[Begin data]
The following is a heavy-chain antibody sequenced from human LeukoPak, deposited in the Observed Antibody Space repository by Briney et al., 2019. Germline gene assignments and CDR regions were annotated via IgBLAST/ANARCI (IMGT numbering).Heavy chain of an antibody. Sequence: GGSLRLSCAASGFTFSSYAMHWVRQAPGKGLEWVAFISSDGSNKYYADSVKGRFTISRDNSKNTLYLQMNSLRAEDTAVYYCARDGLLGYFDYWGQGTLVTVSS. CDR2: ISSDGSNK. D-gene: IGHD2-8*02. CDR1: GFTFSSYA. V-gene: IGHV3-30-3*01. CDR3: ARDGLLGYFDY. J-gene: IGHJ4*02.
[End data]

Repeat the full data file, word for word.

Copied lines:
The following is a heavy-chain antibody sequenced from human LeukoPak, deposited in the Observed Antibody Space repository by Briney et al., 2019. Germline gene assignments and CDR regions were annotated via IgBLAST/ANARCI (IMGT numbering).Heavy chain of an antibody. Sequence: GGSLRLSCAASGFTFSSYAMHWVRQAPGKGLEWVAFISSDGSNKYYADSVKGRFTISRDNSKNTLYLQMNSLRAEDTAVYYCARDGLLGYFDYWGQGTLVTVSS. CDR2: ISSDGSNK. D-gene: IGHD2-8*02. CDR1: GFTFSSYA. V-gene: IGHV3-30-3*01. CDR3: ARDGLLGYFDY. J-gene: IGHJ4*02.